On the other hand, they have lots of cool geek toys.

What else was I going to say? Oh, goes anyone know how to change the email address that Yahoo Groups sends subscription email to? Or are they actually using email address as the master account key, so the only way to change it is to sign up with them again, and resubscribe to everything? ( will probably be working again by the time I get around to doing that...)

Keep those cards and letters coming!

Tuesday, December 4, 2001  permanent URL for this entry

With help and advice from Ian, I have begun the process of reclaiming control of my domains from the abducted I have just sent a FAX off to Network Solutions, with a copy of my driver's license for authorization, to change my thingie from MAIL-FROM to CRYPT-PW, so it will stop mattering that I can no longer receive mail at

Of course first I fax'd them a blank page with their fax number scrawled at the bottom. I don't get along real well with fax machines.

From Pursed Lips, a New York Times article about the possible end of the "community standards" measure of non-protected obscenity, as derived from Miller v. California:

Before the Miller case in 1973, Freedman explained, courts told juries that they must evaluate alleged obscenity according to national norms. Experts testified about what the national norms were. The result skewed toward a fairly liberal standard, he said, adding, that when the Miller case came down, with its emphasis on 'local' standards, that was a victory for more toned-down expression. "It was attacked on the grounds that it would lower speech to the level of the most repressive community," he said.

(As usual, if the Times asks you for a username and password, giving "fubar" for both seems to work.)

I'm not sure that pretending there's a "national norm" for obscenity will really turn out any better than looking to "community standards" has, but if the ACLU and friends think it's good it's probably at least worth a try. How long until we can get to "the government has no business applying any 'standard' to my choice of what I read or watch"? I mean, how hard is that?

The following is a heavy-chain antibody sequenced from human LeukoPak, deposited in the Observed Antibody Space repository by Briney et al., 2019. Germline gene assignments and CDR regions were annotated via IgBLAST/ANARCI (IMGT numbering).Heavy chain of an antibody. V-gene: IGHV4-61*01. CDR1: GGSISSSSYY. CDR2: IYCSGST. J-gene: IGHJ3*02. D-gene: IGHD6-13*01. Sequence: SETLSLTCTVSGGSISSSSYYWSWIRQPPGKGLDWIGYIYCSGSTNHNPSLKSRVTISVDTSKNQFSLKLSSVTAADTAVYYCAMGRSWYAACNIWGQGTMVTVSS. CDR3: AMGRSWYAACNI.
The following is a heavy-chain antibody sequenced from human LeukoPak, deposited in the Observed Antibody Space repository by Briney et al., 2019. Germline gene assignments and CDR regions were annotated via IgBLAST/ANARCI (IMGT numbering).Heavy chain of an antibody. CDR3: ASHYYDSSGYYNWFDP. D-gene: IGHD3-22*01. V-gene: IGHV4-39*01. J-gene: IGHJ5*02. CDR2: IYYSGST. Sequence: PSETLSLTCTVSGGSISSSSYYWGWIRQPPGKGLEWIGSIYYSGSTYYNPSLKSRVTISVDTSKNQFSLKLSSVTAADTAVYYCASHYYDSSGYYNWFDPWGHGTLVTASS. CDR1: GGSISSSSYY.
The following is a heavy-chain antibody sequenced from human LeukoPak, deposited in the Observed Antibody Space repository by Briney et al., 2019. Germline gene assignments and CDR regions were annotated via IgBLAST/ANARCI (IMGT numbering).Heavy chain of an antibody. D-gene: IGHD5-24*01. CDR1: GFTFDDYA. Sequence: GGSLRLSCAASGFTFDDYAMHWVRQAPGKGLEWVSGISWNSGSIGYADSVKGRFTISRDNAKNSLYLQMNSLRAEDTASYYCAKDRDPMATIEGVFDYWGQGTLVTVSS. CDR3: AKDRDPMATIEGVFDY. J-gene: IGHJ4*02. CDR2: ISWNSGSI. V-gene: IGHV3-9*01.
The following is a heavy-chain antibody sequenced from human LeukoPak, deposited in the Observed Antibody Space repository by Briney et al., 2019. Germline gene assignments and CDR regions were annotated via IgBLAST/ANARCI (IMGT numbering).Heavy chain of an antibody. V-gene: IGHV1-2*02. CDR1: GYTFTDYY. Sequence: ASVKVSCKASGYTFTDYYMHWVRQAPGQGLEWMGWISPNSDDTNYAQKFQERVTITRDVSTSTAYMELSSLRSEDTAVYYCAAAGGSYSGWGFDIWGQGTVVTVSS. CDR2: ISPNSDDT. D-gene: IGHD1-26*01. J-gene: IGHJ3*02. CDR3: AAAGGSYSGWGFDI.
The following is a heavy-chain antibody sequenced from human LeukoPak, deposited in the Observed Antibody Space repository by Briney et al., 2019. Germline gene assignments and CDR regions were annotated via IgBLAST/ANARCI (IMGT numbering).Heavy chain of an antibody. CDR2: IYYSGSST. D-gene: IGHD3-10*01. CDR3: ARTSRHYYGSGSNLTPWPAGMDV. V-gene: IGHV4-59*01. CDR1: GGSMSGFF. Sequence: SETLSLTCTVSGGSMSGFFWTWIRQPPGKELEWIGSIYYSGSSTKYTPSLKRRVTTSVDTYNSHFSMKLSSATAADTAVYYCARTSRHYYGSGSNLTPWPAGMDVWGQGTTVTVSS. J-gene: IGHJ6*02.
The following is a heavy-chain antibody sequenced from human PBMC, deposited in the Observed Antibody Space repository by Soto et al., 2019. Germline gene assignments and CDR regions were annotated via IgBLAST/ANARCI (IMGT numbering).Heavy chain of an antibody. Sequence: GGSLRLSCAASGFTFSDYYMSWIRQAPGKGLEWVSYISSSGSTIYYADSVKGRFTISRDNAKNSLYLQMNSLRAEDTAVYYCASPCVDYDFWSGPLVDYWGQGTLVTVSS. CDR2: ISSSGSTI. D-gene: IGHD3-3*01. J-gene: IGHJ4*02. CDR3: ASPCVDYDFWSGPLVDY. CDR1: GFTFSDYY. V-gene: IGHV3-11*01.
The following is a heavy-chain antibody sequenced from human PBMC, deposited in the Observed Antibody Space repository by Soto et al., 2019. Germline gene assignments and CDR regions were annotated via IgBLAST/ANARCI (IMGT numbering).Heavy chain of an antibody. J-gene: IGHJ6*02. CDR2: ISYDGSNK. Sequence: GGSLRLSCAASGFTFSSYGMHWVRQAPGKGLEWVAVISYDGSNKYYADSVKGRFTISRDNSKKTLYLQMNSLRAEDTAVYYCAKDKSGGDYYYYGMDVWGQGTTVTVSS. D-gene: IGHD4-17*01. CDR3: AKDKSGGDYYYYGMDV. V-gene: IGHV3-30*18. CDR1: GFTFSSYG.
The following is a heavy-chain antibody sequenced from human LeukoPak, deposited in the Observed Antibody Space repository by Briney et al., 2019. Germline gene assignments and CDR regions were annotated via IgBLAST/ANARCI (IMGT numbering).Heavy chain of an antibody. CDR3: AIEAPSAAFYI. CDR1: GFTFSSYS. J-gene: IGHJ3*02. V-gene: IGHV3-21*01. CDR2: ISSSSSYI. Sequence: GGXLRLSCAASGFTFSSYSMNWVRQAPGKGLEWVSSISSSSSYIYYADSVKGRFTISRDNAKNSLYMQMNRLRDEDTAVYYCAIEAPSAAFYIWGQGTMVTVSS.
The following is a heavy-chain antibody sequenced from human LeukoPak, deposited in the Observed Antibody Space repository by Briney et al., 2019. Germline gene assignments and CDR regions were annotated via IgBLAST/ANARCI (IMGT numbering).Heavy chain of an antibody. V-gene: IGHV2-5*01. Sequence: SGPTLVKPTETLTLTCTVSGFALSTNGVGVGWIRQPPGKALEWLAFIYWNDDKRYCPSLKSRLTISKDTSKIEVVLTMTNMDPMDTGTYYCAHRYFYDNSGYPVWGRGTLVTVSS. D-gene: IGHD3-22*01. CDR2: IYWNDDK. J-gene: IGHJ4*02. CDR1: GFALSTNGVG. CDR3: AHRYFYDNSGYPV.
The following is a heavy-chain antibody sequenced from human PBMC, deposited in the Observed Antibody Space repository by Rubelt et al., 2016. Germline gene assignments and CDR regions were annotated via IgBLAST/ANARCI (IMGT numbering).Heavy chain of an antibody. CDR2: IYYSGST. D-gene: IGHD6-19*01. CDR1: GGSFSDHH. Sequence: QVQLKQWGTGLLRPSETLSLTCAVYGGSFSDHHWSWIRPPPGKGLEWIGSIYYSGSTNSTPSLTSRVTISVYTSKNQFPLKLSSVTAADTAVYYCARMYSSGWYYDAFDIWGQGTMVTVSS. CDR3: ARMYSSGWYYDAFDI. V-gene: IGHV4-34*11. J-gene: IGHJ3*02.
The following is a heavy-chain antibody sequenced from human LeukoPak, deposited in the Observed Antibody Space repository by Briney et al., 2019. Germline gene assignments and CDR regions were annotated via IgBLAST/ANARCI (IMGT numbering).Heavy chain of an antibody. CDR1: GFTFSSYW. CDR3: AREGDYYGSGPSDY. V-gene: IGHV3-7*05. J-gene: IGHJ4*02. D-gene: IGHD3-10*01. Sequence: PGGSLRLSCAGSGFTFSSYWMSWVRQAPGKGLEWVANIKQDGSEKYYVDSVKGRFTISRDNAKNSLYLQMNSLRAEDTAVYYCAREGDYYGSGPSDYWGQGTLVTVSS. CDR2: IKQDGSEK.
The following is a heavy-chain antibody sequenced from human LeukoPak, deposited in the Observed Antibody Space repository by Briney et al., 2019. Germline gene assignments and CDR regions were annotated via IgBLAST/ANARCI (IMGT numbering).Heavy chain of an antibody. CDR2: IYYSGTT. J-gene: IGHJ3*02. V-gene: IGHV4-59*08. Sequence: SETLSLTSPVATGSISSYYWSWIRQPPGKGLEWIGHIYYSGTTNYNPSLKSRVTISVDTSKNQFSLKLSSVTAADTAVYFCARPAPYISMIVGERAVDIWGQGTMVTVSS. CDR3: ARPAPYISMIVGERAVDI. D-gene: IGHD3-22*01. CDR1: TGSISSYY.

So as I hinted yesterday, I got an early Christmas present: an deal that includes a ("factory refurbished") Rio 600 and a one-year subscription to their "BasicListener" service, which gives you your choice of one audiobook and one month's worth of a periodical each month.

It's pretty cool. The Rio 600 is a really sweet little device; tiny, nice-looking, very light, nearly no moving parts, takes a single AA battery and claims to run for eleven (well, "<11") hours on it. When doing Aerobic Things at the Club (my leg is almost entirely better, but I'm still not doing Lifting Heavy Things again for awhile) I've been listening to the audio version of Science News. It's a little slow (I can listen faster than this guy talks), and my mind sometimes wanders and I miss a paragraph or two, but it's better than twisting my head around and straining my eyes trying to read the print version while pretending to cross-country ski.